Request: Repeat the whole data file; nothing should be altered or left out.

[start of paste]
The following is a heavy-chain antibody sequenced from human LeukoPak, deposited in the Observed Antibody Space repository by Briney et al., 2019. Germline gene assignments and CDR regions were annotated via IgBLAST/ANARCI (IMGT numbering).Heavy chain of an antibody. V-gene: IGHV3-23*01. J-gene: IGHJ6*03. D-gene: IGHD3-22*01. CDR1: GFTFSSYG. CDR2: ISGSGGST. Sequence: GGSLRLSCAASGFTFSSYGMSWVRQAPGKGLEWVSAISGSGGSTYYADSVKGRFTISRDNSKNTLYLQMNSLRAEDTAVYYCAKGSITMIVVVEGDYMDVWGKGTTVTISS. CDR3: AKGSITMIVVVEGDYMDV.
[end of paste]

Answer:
The following is a heavy-chain antibody sequenced from human LeukoPak, deposited in the Observed Antibody Space repository by Briney et al., 2019. Germline gene assignments and CDR regions were annotated via IgBLAST/ANARCI (IMGT numbering).Heavy chain of an antibody. V-gene: IGHV3-23*01. J-gene: IGHJ6*03. D-gene: IGHD3-22*01. CDR1: GFTFSSYG. CDR2: ISGSGGST. Sequence: GGSLRLSCAASGFTFSSYGMSWVRQAPGKGLEWVSAISGSGGSTYYADSVKGRFTISRDNSKNTLYLQMNSLRAEDTAVYYCAKGSITMIVVVEGDYMDVWGKGTTVTISS. CDR3: AKGSITMIVVVEGDYMDV.